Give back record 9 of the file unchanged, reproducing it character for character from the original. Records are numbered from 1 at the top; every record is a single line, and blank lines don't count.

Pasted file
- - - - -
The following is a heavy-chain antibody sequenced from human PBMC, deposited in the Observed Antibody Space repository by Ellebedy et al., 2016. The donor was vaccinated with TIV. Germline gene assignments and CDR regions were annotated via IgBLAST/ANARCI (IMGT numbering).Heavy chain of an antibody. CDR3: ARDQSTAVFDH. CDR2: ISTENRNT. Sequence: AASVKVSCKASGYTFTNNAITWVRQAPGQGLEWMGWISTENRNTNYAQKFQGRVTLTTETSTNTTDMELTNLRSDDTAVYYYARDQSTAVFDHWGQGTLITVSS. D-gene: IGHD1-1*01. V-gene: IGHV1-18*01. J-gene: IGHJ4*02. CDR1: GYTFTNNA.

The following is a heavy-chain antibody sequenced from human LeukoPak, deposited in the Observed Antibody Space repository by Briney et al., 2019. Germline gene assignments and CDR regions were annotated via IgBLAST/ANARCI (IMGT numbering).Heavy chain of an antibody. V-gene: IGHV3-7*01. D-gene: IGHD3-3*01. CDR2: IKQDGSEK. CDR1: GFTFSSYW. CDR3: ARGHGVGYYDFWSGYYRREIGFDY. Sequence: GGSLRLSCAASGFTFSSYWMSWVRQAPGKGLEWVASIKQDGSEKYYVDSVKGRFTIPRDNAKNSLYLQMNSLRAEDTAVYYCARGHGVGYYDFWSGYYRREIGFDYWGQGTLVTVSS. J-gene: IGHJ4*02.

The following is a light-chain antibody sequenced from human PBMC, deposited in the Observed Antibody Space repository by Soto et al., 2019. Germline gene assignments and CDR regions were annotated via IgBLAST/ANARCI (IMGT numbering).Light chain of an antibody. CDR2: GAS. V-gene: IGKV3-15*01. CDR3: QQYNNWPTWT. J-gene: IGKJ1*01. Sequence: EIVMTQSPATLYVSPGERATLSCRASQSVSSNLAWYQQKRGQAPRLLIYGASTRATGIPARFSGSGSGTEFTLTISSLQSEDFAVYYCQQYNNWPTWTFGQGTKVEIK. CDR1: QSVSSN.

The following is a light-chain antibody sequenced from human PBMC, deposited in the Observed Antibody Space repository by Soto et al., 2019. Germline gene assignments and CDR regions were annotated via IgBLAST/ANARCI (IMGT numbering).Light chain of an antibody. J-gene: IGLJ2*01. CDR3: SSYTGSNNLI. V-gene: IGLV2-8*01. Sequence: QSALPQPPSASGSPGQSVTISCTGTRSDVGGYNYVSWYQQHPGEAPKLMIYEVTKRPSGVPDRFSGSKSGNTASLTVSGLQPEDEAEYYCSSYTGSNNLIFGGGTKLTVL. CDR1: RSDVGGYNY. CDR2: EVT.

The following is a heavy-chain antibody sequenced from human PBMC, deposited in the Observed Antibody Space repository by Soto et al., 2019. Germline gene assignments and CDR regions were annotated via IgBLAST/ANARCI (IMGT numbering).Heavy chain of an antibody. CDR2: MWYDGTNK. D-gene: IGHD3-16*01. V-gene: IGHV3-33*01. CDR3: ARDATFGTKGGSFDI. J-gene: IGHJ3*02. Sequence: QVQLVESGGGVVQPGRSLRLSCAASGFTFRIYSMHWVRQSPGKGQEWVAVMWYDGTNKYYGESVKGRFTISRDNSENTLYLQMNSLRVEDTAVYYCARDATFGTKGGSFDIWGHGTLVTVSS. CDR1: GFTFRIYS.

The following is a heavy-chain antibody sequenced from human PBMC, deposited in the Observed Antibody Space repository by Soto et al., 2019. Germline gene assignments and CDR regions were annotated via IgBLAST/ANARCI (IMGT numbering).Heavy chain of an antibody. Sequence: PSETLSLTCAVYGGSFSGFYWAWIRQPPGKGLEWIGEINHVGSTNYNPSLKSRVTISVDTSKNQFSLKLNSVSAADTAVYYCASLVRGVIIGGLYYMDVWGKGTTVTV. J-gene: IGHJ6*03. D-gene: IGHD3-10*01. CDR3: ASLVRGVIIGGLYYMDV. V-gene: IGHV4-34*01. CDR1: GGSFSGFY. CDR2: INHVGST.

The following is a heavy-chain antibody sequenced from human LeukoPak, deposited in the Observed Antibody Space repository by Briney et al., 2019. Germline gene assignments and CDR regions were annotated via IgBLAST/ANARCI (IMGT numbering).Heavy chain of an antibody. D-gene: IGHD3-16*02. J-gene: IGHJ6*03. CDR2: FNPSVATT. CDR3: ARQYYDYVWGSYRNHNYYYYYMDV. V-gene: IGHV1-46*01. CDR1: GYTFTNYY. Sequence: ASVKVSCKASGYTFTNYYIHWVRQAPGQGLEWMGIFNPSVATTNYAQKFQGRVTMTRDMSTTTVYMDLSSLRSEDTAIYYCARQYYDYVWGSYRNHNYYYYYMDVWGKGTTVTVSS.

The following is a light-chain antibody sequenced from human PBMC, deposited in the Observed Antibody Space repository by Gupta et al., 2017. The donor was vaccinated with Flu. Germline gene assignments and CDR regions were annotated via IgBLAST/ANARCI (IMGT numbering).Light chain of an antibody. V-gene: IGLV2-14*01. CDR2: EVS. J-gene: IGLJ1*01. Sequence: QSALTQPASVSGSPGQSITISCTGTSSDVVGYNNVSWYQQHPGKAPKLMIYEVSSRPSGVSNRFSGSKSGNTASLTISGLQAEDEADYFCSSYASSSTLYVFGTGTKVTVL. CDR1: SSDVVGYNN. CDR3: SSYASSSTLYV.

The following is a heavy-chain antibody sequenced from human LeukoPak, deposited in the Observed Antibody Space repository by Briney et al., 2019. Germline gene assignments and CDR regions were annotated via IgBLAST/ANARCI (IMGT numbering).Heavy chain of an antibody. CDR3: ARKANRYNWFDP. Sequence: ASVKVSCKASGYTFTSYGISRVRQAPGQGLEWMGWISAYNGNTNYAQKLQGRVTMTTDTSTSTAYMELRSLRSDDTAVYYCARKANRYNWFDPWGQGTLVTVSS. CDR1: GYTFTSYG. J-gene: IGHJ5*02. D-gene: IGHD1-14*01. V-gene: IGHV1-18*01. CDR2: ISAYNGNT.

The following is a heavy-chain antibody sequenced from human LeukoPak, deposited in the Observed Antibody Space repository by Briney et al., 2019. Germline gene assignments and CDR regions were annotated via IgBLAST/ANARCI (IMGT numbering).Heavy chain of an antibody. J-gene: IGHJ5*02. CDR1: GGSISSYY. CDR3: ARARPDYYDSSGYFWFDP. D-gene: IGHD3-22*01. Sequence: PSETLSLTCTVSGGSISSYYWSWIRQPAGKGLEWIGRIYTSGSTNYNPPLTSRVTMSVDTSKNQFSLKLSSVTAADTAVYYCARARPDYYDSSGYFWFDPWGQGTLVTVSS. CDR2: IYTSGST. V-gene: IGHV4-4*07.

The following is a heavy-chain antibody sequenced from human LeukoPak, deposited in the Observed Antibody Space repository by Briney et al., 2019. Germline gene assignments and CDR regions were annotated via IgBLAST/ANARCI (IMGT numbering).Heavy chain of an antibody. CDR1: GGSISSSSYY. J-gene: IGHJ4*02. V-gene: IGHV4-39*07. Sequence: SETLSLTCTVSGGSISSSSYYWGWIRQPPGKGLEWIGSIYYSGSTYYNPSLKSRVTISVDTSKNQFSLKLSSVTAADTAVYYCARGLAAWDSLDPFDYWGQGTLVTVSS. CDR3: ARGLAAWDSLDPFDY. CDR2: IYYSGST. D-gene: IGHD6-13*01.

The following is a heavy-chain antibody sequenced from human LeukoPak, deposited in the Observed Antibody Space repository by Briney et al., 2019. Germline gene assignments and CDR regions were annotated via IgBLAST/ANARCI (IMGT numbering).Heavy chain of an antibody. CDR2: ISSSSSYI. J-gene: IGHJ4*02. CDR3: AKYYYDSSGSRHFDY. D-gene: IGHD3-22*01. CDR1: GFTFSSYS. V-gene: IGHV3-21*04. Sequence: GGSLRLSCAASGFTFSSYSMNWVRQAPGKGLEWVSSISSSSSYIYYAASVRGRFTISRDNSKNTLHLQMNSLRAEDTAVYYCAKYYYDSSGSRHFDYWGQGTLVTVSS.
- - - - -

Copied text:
The following is a heavy-chain antibody sequenced from human LeukoPak, deposited in the Observed Antibody Space repository by Briney et al., 2019. Germline gene assignments and CDR regions were annotated via IgBLAST/ANARCI (IMGT numbering).Heavy chain of an antibody. CDR3: ARKANRYNWFDP. Sequence: ASVKVSCKASGYTFTSYGISRVRQAPGQGLEWMGWISAYNGNTNYAQKLQGRVTMTTDTSTSTAYMELRSLRSDDTAVYYCARKANRYNWFDPWGQGTLVTVSS. CDR1: GYTFTSYG. J-gene: IGHJ5*02. D-gene: IGHD1-14*01. V-gene: IGHV1-18*01. CDR2: ISAYNGNT.